We’ve said it before, and we’ll continue to say it: this semester is anything but normal. Students of all ages across the nation are taking classes online, either in combination with an in-person class or two, or solely online like me. There are a lot of differences between online and traditional brick-and-mortar schools. (Brick-and-mortar is a term my high school, Pennsylvania Leadership Charter School, uses often for traditional schools, and I still enjoy using the term.) Some are nice differences, like being able to snuggle up in a blanket if you wish, and some more annoying ones, like loud background noises and tech failure. One of the differences you may have noticed just over these first two weeks is how uncomfortable sitting down for extended periods of time on your computer is, especially if you don’t have a super fancy computer chair. Online classes unfortunately don’t allow you to move your body as much as you need to, and after a while even the best of us end up slumping in front of the screen. If we were taking classes on campus, you would be having to walk from the AF to Sharadin, or Lytle to Rickenbach, giving yourself an opportunity to stretch your legs, straighten your spine, and get a little heat going in your muscles in between sitting static during a lecture. We don’t have this option while taking classes with Zoom University, and so I spoke with a coworker of mine, who is also a yoga instructor on the side, to come up with a few simple stretches for in between your classes that you can do to help your spine, side body, and hips, all of which can suffer from sitting for too long.
These stretches come from yoga but can be done independent of a practice, and can be done as often and for as long as you’d like. They are listed in no particular order but the last two, our forward fold and bridge pose, require more careful positioning of your body so you don’t hurt a muscle, which is why I have included links to some tips in case this is your first stretch since high school gym. Not all of us are athletes and that’s okay. I’m certainly not! Another important thing to remember when doing any of these stretches is to continue to breathe fully and deeply, matching up your inhales and exhales with a movement as you gently stretch. Make sure to never force something! Everyone’s body is different and what’s important is simply to find what feels good for yours.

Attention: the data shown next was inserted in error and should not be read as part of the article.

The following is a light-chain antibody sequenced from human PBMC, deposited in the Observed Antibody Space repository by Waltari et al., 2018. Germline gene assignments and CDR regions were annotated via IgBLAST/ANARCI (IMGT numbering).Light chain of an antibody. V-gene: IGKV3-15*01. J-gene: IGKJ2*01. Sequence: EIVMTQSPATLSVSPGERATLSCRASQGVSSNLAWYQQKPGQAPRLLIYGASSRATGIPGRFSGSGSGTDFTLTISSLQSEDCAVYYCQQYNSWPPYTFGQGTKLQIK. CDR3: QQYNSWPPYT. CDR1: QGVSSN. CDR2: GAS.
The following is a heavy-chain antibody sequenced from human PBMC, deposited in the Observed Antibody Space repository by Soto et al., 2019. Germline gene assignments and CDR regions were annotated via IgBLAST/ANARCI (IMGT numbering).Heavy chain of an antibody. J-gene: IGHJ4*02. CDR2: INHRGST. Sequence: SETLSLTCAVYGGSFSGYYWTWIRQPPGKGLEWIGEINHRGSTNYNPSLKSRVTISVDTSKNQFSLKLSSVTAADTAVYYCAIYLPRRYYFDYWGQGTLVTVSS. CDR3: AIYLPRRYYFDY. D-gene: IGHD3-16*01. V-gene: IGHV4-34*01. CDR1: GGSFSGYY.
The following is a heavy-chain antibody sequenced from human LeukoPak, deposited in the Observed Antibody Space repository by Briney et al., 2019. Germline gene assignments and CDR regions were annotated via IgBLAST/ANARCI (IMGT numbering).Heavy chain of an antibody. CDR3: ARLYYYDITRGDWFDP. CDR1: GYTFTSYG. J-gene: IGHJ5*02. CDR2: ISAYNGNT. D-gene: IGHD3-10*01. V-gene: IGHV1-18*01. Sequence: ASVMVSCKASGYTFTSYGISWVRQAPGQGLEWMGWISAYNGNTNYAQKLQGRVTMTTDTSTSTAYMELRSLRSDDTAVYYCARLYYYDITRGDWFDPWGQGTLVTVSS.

- Standing pose - arms raise and stretch to the left and right.
This first stretch is going to get you out of your seat beyond grabbing some coffee, or a bathroom break. Find comfortable footing, and then stand with your feet underneath your hips as if a straight line existed from your hip bone to the sole of your foot. Keep your knees loose here! If you are a tense person, like I can be, you may have a tendency to lock your knees during some of these poses, but please don’t! Doing so can hurt the muscles in your knees. If you have a hard time sensing if your knees are locked, play around and kind of jiggle up and down to loosen up. Once your feet are grounded, it’s important to make sure your chest isn’t leaning too far forward or backward. Try to straighten your posture without forcing - remember this is all an opportunity for you to take a break, get your eyes off the screen, and unravel tense muscles. Take a few deep breaths and get settled into your standing posture, raising your arms above your head on an inhale of your choice, moving throughout the whole intake of breath. Take a few breaths with your hands raised and see how your muscles respond. A helpful way to focus on your breath during a stretch is thinking about the inhale as expansion, and then your exhale as a gentle, controlled contraction. On an exhale of your choice keep your arms raised, and send them to one side. This is aiming to stretch your side body, and the stretch may feel as if it extends into your upper butt, or psoas muscles as well. Stay with your arms to the side for one full breath cycle, releasing gently on an exhale, and then repeat on the opposing side of your body.
- Standing pose with twist (twist for spine health, also fun and make you feel active after sitting down)